- No prior programming or Stencyl experience required.
- People completely new to Stencyl and programming in general, who wish to get started in the game development process.
In this course, participants will learn the basics of using Stencyl, a 2D game development software with support for Windows, Mac, Linux, iOS, Android, and HTML5. Stencyl features a drag-and-drop interface to create code, a homage to the successful MIT Scratch project, allowing people from any background and any age to start making their own games.
After a tour of Stencyl’s interface, participants will tackle a series of challenges as they learn about the elements that make up a game, such as actors, scenes, events, and variables, culminating in the creation of a game at the end of the course, with a focus on code reusability and versatility.
This curriculum will incrementally expose students to key concepts of game development and how they are used in Stencyl. Each lesson builds off of the previous, with students expanding game projects that are used throughout the course, from hard-coding values to reusable and customizable code, with a focus on best practices. It includes:
- Introduction to Stencyl
- Logical Thinking
- Design Mode Programming
- Variables and Coordinate System
- Behavior Customization
- Changing Scenes and Value Persistence
- Creating Resources
- Actor Instances
- Best Practices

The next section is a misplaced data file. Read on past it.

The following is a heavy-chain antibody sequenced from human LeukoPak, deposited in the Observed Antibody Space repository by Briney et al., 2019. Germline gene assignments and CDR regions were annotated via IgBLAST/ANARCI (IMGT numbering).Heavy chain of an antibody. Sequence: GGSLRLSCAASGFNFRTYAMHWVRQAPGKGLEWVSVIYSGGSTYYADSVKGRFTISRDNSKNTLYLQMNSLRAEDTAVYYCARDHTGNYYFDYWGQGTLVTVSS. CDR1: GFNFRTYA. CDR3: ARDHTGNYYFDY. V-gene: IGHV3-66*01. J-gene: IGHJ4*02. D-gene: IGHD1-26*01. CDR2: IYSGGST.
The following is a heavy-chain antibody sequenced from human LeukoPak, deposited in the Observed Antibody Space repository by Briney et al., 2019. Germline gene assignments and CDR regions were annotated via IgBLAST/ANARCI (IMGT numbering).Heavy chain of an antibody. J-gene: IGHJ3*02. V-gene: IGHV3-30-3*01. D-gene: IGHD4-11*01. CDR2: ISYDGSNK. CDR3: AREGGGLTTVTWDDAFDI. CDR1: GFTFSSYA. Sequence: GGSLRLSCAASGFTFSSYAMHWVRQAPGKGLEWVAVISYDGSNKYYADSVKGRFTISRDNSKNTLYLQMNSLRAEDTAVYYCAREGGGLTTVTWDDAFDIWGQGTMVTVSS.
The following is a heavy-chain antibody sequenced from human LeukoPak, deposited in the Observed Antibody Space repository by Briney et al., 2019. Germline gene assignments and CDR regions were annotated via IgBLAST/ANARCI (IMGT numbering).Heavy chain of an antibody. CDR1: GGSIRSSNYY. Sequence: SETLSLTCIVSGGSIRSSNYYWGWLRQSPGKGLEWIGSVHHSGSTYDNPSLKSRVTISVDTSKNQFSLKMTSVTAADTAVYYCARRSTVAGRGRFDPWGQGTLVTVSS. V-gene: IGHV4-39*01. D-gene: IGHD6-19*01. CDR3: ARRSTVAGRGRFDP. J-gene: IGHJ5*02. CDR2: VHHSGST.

Game development is both a logical and creative endeavor. One can imagine a plethora of game ideas, to then write all the required logic to make those ideas a reality. Students will be asked about their favorite games, and how each concept learned is applied to the games they play. Seeing how features of their favorite games work will then feed their creativity to try new things. The game development process then becomes a challenge: to give life to creative gameplay ideas through the logical programming process.
Each lesson starts with a discussion about a key aspect of programming and how it is used in Stencyl. After a demonstration of the concepts in action, students will receive an activity prompt, where they will apply the new material into an existing Stencyl game, to be done under supervision during the lesson.
Each activity contains detailed instructions on what to do, with visual aids and explanations when relevant. This lets students see the concepts in action, as well as gives them hands-on experience with implementation. Every activity builds off of the result of the previous lesson, allowing the students to see how their games grow along with them.
Once they’ve reached a certain level of understanding, students will be shown tutorial videos that further explain and demonstrate specific programming challenges.
Outside the lessons, students will be asked to complete the lesson activities by themselves and provided with the resources to do so, which includes the activity prompt itself, a Stencyl project file, and any audio or visual resource the activity may require. They will also have access to quizzes, to further solidify their understanding of the material. Existing video tutorials will also be made available.
The course’s final project is the creation of a game entirely from scratch, with minimal use of pre-made resources. Students will be evaluated based on the best practices explained during the course, and on the versatility of their code – in other words, how easy is to expand the game thanks to the reusable behaviors they make.
By completing this course, students will know how to navigate Stencyl’s interface with ease and will be able to explore the possibilities of design mode on their own. They will also be equipped with the knowledge to venture into more advanced topics through existing resources. Furthermore, the logical thinking skills acquired in this course can then be applied in the everyday life and in future programming endeavors, be they in Stencyl or otherwise.